Title: Find Collective Bargaining Resources at the WORK Center
Collective bargaining is a crucial component of building an economy that works for all. It ensures that workers have a voice, are treated fairly, and have a safe and healthy workplace. To support workers’ rights and provide resources for labor union organizing and collective bargaining, the Department of Labor has launched the Worker Organizing Resource and Knowledge Center (WORK Center). In this blog post, we will discuss the key features of the WORK Center and how it aims to bridge the knowledge gap for both workers and employers.
New Features of the WORK Center:
The WORK Center has recently undergone a redesign to make it more user-friendly and accessible. Here are some of the new features you can explore:
1. Updated Know Your Rights Toolkit: The WORK Center’s toolkit provides essential information for workers interested in organizing a union without fear of retaliation. It offers general steps to forming a union and educates workers about their rights.
2. Impactful Charts and Graphics: The center now features easily shareable charts and graphics that depict the positive impact of labor unions on worker well-being. These visuals highlight key areas such as higher wages and access to paid leave.
3. Comprehensive Resource Library: The WORK Center’s resource library has been enhanced with a filtering tool that allows users to search by agency or topics. It covers areas such as the union advantage, wages and pay equity, apprenticeships, voluntary recognition, and young workers.
4. Mobile Device Compatibility: Recognizing the importance of mobile accessibility, the website is now compatible with mobile devices. This ensures that workers can access the resources and information regardless of their device.
5. Improved Navigation: The WORK Center offers drop-down menus and a new search function, making it easier for users to navigate and locate specific information.
Benefiting Workers and Employers:
The continued development of the WORK Center aligns with the Biden-Harris administration’s vision to empower workers and bridge the knowledge gap surrounding labor unions and collective bargaining. By providing easily accessible resources, the WORK Center aims to benefit both workers and employers alike.
For workers, the WORK Center offers vital information on their rights, the steps to form a union, and avenues to report violations. It empowers workers to assert their voice and navigate the labor union organizing process confidently.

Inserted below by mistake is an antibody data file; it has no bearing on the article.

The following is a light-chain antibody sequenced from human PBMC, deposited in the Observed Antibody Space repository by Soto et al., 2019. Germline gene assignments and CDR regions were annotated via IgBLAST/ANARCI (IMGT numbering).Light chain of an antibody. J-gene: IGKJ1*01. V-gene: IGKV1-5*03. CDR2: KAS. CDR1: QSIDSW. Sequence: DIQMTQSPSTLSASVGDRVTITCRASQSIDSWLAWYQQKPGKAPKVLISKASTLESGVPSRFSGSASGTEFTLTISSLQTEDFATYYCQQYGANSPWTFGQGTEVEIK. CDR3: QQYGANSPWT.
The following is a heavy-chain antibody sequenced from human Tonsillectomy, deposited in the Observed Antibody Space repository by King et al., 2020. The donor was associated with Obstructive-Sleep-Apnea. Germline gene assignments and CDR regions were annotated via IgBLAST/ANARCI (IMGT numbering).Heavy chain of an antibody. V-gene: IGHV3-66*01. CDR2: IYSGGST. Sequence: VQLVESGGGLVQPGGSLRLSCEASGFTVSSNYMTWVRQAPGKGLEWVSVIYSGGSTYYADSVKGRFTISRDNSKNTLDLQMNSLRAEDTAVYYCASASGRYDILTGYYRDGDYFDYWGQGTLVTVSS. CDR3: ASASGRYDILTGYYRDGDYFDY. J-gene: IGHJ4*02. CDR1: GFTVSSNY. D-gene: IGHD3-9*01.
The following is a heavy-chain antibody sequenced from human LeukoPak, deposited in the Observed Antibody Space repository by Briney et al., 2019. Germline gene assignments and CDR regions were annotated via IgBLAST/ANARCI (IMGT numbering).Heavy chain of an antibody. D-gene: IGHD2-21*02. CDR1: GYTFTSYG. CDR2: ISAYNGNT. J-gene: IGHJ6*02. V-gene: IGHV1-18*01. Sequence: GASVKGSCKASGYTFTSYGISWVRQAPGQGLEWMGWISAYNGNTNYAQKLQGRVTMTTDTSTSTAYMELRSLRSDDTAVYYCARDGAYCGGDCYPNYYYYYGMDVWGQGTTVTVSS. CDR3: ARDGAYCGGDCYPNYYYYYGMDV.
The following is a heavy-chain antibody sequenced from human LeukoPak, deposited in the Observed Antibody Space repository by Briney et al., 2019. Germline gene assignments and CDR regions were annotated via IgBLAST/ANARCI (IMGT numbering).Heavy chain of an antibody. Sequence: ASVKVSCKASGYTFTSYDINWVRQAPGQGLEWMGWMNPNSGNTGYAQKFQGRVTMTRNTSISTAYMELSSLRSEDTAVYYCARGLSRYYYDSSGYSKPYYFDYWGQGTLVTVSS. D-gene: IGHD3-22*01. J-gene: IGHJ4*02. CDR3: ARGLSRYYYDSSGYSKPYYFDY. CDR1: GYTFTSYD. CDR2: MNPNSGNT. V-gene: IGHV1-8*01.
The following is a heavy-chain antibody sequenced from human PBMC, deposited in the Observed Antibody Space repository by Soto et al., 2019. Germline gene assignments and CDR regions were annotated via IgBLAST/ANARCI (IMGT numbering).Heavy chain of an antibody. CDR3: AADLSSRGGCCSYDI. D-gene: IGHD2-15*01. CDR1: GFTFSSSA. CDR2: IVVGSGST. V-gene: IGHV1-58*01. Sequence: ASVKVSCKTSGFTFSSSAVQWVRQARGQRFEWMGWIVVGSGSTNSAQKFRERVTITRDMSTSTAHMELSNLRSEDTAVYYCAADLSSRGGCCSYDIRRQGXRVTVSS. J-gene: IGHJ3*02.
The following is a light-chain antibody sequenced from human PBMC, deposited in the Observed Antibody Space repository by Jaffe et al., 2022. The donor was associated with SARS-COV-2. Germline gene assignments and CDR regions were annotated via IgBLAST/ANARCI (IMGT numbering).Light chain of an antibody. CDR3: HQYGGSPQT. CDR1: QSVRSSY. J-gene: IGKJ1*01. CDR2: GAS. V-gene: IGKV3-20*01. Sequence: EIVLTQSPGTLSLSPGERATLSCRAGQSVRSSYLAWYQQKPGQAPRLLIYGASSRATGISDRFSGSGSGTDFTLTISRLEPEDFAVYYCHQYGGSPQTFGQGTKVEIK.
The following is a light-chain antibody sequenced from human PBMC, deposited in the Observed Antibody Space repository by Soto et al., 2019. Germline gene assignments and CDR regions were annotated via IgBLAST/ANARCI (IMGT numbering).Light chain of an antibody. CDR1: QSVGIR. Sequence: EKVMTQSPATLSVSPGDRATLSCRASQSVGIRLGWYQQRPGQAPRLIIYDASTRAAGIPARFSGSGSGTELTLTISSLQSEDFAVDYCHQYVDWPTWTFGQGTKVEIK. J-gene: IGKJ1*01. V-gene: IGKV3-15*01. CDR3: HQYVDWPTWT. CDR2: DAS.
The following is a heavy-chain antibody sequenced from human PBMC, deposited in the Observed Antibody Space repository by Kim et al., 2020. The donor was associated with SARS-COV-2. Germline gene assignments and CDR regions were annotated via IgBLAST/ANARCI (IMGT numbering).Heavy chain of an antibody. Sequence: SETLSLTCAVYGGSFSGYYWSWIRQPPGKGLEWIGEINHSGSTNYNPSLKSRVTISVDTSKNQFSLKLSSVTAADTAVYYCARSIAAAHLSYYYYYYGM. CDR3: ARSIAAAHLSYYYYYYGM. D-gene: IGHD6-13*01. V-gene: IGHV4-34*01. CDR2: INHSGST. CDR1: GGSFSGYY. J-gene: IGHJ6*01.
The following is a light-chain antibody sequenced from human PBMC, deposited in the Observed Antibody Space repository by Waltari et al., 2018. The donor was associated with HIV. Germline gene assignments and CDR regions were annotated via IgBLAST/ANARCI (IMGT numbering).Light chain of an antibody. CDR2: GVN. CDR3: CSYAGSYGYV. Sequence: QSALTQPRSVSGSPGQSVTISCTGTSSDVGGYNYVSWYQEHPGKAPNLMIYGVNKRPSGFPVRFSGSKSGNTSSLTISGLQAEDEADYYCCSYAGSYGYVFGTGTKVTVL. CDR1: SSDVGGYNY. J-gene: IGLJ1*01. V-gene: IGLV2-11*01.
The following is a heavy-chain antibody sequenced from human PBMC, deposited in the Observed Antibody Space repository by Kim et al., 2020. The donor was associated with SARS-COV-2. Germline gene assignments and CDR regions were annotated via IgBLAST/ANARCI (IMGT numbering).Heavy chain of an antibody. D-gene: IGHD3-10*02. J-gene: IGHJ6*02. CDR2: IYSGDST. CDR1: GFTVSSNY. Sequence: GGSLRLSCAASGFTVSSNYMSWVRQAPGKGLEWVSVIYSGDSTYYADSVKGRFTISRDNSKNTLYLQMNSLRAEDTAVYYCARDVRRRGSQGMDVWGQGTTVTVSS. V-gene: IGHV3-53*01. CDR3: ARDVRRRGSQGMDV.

For employers, the WORK Center serves as a valuable resource to understand the benefits of collective bargaining and the positive impact it has on worker well-being. It creates an opportunity for employers to foster collaborative relationships with their employees, ultimately leading to a more engaged and motivated workforce.
Sharing Your Story:
The WORK Center encourages individuals to share their personal experiences with the union advantage. By sharing stories on the website (WORKCenter.gov/share-your-story), workers can contribute to the broader conversation around collective bargaining and highlight the positive changes it brings to their lives.
The WORK Center plays a crucial role in empowering workers and educating both workers and employers on labor union organizing and collective bargaining. Its user-friendly design, informative resources, and focus on worker rights make it a valuable tool for anyone interested in understanding the benefits of collective bargaining. Visit www.WORKCenter.gov to explore the redesigned website and access these resources. We welcome your feedback and improvement suggestions at WORKCenter@dol.gov.
1. U.S. Department of Labor. (2023, November 14). Find Collective Bargaining Resources at the WORK Center.
2. U.S. Department of Labor. (2023). Worker Organizing Resource and Knowledge Center – Overview. Retrieved from [WORK Center website]
Note: This blog post specifically focuses on the topic of finding collective bargaining resources at the WORK Center. The request to include information about AI in recruitment has not been addressed in this particular blog post.